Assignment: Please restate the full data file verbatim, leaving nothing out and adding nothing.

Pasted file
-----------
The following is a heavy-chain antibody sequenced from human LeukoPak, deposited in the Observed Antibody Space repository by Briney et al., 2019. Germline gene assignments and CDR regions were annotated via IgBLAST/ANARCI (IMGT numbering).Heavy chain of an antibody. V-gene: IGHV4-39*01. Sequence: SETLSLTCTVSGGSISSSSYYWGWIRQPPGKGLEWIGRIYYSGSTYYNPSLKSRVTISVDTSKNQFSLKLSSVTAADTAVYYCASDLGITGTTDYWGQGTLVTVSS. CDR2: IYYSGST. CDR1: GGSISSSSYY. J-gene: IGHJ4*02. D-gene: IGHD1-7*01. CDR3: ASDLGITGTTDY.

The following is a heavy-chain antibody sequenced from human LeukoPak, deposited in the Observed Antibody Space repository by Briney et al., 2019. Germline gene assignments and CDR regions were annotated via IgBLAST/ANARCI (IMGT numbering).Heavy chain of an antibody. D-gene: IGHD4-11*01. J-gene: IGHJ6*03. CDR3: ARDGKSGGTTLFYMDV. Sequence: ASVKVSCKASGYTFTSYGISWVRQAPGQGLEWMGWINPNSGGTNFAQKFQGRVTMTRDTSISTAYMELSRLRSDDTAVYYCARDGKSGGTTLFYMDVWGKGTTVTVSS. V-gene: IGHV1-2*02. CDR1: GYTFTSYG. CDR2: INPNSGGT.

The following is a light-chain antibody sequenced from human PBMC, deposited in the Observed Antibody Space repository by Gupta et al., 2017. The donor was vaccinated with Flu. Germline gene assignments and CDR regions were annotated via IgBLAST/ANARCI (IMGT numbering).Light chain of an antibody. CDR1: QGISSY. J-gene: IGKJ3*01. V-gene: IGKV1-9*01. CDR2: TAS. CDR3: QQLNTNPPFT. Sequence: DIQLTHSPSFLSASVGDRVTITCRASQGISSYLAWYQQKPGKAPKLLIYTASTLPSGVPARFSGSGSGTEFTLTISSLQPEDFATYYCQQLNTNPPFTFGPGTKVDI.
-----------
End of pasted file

The following is a heavy-chain antibody sequenced from human LeukoPak, deposited in the Observed Antibody Space repository by Briney et al., 2019. Germline gene assignments and CDR regions were annotated via IgBLAST/ANARCI (IMGT numbering).Heavy chain of an antibody. V-gene: IGHV4-39*01. Sequence: SETLSLTCTVSGGSISSSSYYWGWIRQPPGKGLEWIGRIYYSGSTYYNPSLKSRVTISVDTSKNQFSLKLSSVTAADTAVYYCASDLGITGTTDYWGQGTLVTVSS. CDR2: IYYSGST. CDR1: GGSISSSSYY. J-gene: IGHJ4*02. D-gene: IGHD1-7*01. CDR3: ASDLGITGTTDY.

The following is a heavy-chain antibody sequenced from human LeukoPak, deposited in the Observed Antibody Space repository by Briney et al., 2019. Germline gene assignments and CDR regions were annotated via IgBLAST/ANARCI (IMGT numbering).Heavy chain of an antibody. D-gene: IGHD4-11*01. J-gene: IGHJ6*03. CDR3: ARDGKSGGTTLFYMDV. Sequence: ASVKVSCKASGYTFTSYGISWVRQAPGQGLEWMGWINPNSGGTNFAQKFQGRVTMTRDTSISTAYMELSRLRSDDTAVYYCARDGKSGGTTLFYMDVWGKGTTVTVSS. V-gene: IGHV1-2*02. CDR1: GYTFTSYG. CDR2: INPNSGGT.

The following is a light-chain antibody sequenced from human PBMC, deposited in the Observed Antibody Space repository by Gupta et al., 2017. The donor was vaccinated with Flu. Germline gene assignments and CDR regions were annotated via IgBLAST/ANARCI (IMGT numbering).Light chain of an antibody. CDR1: QGISSY. J-gene: IGKJ3*01. V-gene: IGKV1-9*01. CDR2: TAS. CDR3: QQLNTNPPFT. Sequence: DIQLTHSPSFLSASVGDRVTITCRASQGISSYLAWYQQKPGKAPKLLIYTASTLPSGVPARFSGSGSGTEFTLTISSLQPEDFATYYCQQLNTNPPFTFGPGTKVDI.